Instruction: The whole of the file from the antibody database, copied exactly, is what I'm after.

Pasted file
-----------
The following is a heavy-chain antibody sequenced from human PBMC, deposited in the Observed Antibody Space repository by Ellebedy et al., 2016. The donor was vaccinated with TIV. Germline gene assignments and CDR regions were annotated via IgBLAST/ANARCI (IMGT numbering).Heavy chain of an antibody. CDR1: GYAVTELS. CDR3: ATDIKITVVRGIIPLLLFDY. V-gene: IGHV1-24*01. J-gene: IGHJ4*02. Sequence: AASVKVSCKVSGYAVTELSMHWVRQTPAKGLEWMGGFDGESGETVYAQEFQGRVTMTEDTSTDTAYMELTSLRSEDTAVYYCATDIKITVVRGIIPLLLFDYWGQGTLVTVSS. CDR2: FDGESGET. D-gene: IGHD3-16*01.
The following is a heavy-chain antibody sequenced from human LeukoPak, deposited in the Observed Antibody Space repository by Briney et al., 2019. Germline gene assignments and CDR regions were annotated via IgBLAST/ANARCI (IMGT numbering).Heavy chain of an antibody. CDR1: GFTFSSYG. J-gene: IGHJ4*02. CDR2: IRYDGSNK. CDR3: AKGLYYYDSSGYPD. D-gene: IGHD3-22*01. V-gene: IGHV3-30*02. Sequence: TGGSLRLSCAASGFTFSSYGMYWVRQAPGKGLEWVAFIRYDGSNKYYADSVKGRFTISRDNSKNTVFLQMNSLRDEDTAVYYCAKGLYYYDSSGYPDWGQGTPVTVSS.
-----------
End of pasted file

The following is a heavy-chain antibody sequenced from human PBMC, deposited in the Observed Antibody Space repository by Ellebedy et al., 2016. The donor was vaccinated with TIV. Germline gene assignments and CDR regions were annotated via IgBLAST/ANARCI (IMGT numbering).Heavy chain of an antibody. CDR1: GYAVTELS. CDR3: ATDIKITVVRGIIPLLLFDY. V-gene: IGHV1-24*01. J-gene: IGHJ4*02. Sequence: AASVKVSCKVSGYAVTELSMHWVRQTPAKGLEWMGGFDGESGETVYAQEFQGRVTMTEDTSTDTAYMELTSLRSEDTAVYYCATDIKITVVRGIIPLLLFDYWGQGTLVTVSS. CDR2: FDGESGET. D-gene: IGHD3-16*01.
The following is a heavy-chain antibody sequenced from human LeukoPak, deposited in the Observed Antibody Space repository by Briney et al., 2019. Germline gene assignments and CDR regions were annotated via IgBLAST/ANARCI (IMGT numbering).Heavy chain of an antibody. CDR1: GFTFSSYG. J-gene: IGHJ4*02. CDR2: IRYDGSNK. CDR3: AKGLYYYDSSGYPD. D-gene: IGHD3-22*01. V-gene: IGHV3-30*02. Sequence: TGGSLRLSCAASGFTFSSYGMYWVRQAPGKGLEWVAFIRYDGSNKYYADSVKGRFTISRDNSKNTVFLQMNSLRDEDTAVYYCAKGLYYYDSSGYPDWGQGTPVTVSS.